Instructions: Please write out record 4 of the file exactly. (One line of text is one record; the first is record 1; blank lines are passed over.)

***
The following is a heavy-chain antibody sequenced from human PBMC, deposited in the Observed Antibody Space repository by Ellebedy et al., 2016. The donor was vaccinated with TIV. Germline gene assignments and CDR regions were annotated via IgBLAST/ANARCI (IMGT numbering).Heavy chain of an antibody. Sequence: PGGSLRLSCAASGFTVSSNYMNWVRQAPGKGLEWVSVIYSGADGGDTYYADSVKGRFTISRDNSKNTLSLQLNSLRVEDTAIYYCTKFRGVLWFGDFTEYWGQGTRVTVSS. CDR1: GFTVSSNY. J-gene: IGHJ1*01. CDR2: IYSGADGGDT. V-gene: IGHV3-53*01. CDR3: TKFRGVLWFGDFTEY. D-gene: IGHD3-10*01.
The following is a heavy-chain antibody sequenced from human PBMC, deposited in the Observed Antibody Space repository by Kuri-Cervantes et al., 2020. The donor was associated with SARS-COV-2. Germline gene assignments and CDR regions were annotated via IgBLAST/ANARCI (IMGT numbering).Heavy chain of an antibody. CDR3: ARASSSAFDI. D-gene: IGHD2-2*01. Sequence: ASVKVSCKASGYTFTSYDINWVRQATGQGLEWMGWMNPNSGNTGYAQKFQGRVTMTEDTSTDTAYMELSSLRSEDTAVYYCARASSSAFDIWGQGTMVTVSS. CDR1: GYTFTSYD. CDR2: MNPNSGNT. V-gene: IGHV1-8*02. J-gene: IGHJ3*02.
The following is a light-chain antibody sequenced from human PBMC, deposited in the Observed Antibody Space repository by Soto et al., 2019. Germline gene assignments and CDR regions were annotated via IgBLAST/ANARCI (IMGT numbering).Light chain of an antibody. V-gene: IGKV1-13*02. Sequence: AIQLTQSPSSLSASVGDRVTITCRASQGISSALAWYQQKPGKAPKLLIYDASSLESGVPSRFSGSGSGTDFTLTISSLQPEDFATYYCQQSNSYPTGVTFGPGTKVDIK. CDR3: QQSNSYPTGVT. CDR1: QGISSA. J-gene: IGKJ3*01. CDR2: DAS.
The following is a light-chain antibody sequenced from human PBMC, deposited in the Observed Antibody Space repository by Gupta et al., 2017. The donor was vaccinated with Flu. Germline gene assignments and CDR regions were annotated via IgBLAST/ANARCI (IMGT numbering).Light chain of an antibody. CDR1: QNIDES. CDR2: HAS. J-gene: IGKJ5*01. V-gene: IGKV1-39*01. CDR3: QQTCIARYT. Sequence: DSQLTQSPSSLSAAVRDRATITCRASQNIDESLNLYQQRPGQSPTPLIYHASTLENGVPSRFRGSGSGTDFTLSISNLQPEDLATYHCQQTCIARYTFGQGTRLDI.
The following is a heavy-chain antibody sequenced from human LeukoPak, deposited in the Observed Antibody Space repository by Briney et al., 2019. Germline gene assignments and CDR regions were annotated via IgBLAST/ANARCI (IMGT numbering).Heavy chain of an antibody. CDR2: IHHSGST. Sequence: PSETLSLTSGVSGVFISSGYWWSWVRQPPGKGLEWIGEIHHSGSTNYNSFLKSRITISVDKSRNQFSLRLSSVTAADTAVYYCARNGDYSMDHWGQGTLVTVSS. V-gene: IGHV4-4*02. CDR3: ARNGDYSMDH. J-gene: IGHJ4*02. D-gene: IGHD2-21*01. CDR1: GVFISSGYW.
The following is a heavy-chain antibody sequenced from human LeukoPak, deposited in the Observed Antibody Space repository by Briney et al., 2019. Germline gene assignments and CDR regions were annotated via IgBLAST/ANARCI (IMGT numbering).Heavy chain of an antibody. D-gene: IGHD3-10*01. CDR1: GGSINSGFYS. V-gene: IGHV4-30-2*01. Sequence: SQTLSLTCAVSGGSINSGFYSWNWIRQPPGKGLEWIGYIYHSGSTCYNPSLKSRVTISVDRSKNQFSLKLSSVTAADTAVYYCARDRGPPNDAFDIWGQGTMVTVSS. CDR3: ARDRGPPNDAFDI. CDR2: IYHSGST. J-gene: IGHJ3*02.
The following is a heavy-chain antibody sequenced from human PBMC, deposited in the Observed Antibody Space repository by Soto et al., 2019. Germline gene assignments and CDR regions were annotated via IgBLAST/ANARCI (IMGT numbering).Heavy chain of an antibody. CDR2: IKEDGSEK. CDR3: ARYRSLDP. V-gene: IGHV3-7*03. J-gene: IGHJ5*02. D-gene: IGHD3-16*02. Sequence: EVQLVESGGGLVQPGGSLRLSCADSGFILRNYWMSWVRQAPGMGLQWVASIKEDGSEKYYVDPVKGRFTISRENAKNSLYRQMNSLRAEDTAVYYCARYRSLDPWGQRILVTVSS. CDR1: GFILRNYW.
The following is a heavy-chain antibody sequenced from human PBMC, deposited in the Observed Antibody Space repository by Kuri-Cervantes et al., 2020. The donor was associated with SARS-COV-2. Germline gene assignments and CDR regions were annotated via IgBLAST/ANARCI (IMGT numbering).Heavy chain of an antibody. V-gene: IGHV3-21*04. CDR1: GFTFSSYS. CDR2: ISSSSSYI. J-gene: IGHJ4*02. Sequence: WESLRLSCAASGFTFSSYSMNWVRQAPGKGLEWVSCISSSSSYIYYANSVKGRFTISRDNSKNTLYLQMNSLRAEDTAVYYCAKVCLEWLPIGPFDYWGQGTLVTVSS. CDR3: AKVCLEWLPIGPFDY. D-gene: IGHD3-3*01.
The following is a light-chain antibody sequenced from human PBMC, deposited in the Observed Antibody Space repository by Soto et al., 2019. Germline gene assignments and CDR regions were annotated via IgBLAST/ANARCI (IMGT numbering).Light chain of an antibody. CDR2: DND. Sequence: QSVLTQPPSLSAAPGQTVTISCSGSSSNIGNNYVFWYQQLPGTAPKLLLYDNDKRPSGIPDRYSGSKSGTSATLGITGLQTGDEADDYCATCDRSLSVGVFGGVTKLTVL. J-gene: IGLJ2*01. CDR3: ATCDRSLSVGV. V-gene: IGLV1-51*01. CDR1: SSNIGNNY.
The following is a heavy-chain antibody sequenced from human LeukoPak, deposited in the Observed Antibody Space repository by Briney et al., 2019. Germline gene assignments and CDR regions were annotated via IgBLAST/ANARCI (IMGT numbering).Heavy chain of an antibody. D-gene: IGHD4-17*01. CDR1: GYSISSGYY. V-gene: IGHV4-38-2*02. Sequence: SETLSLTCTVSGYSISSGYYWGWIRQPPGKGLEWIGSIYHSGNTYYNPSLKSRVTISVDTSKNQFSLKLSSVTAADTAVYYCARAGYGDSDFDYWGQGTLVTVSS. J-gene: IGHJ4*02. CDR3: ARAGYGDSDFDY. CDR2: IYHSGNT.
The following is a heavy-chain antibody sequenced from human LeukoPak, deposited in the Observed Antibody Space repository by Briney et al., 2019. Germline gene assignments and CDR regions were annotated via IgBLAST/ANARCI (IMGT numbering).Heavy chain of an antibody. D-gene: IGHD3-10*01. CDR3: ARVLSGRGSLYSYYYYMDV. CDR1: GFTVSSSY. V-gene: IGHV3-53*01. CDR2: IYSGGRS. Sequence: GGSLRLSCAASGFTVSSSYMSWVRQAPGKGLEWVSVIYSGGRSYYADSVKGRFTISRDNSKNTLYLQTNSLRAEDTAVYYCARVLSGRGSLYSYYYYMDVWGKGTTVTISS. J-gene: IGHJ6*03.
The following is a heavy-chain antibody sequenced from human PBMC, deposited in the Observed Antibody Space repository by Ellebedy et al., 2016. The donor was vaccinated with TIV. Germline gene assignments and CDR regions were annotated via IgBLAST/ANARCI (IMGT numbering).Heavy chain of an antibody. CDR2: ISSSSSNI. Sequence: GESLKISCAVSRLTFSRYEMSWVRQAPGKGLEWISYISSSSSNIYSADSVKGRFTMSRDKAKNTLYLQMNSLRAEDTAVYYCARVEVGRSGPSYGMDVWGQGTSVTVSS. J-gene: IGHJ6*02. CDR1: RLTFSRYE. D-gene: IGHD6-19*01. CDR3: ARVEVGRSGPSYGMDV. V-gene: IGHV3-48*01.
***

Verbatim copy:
The following is a light-chain antibody sequenced from human PBMC, deposited in the Observed Antibody Space repository by Gupta et al., 2017. The donor was vaccinated with Flu. Germline gene assignments and CDR regions were annotated via IgBLAST/ANARCI (IMGT numbering).Light chain of an antibody. CDR1: QNIDES. CDR2: HAS. J-gene: IGKJ5*01. V-gene: IGKV1-39*01. CDR3: QQTCIARYT. Sequence: DSQLTQSPSSLSAAVRDRATITCRASQNIDESLNLYQQRPGQSPTPLIYHASTLENGVPSRFRGSGSGTDFTLSISNLQPEDLATYHCQQTCIARYTFGQGTRLDI.